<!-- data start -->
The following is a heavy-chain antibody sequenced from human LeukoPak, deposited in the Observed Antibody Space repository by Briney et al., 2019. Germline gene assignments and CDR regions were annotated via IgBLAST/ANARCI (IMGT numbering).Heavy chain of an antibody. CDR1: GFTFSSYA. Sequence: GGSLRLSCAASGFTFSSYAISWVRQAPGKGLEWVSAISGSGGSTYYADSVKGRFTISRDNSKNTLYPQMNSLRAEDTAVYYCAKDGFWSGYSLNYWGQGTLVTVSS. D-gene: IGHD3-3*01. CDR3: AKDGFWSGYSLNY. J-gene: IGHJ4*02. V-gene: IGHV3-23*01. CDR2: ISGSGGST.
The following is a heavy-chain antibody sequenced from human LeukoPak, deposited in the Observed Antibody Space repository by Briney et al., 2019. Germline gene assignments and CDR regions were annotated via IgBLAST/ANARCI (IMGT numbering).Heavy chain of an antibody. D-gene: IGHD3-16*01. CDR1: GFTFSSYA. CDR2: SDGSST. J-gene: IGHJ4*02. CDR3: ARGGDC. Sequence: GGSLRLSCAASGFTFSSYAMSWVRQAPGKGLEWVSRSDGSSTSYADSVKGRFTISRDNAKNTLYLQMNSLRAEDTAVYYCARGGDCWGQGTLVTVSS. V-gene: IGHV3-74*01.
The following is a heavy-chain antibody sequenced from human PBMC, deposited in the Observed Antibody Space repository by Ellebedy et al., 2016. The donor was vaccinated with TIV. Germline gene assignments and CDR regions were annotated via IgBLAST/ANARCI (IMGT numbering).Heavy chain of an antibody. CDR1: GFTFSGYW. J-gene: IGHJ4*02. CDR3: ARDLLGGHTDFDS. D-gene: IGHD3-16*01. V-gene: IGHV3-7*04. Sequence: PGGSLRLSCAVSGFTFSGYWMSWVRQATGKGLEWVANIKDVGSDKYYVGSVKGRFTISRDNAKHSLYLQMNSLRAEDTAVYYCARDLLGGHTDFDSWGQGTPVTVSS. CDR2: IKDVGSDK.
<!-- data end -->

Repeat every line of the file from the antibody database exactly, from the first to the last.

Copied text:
The following is a heavy-chain antibody sequenced from human LeukoPak, deposited in the Observed Antibody Space repository by Briney et al., 2019. Germline gene assignments and CDR regions were annotated via IgBLAST/ANARCI (IMGT numbering).Heavy chain of an antibody. CDR1: GFTFSSYA. Sequence: GGSLRLSCAASGFTFSSYAISWVRQAPGKGLEWVSAISGSGGSTYYADSVKGRFTISRDNSKNTLYPQMNSLRAEDTAVYYCAKDGFWSGYSLNYWGQGTLVTVSS. D-gene: IGHD3-3*01. CDR3: AKDGFWSGYSLNY. J-gene: IGHJ4*02. V-gene: IGHV3-23*01. CDR2: ISGSGGST.
The following is a heavy-chain antibody sequenced from human LeukoPak, deposited in the Observed Antibody Space repository by Briney et al., 2019. Germline gene assignments and CDR regions were annotated via IgBLAST/ANARCI (IMGT numbering).Heavy chain of an antibody. D-gene: IGHD3-16*01. CDR1: GFTFSSYA. CDR2: SDGSST. J-gene: IGHJ4*02. CDR3: ARGGDC. Sequence: GGSLRLSCAASGFTFSSYAMSWVRQAPGKGLEWVSRSDGSSTSYADSVKGRFTISRDNAKNTLYLQMNSLRAEDTAVYYCARGGDCWGQGTLVTVSS. V-gene: IGHV3-74*01.
The following is a heavy-chain antibody sequenced from human PBMC, deposited in the Observed Antibody Space repository by Ellebedy et al., 2016. The donor was vaccinated with TIV. Germline gene assignments and CDR regions were annotated via IgBLAST/ANARCI (IMGT numbering).Heavy chain of an antibody. CDR1: GFTFSGYW. J-gene: IGHJ4*02. CDR3: ARDLLGGHTDFDS. D-gene: IGHD3-16*01. V-gene: IGHV3-7*04. Sequence: PGGSLRLSCAVSGFTFSGYWMSWVRQATGKGLEWVANIKDVGSDKYYVGSVKGRFTISRDNAKHSLYLQMNSLRAEDTAVYYCARDLLGGHTDFDSWGQGTPVTVSS. CDR2: IKDVGSDK.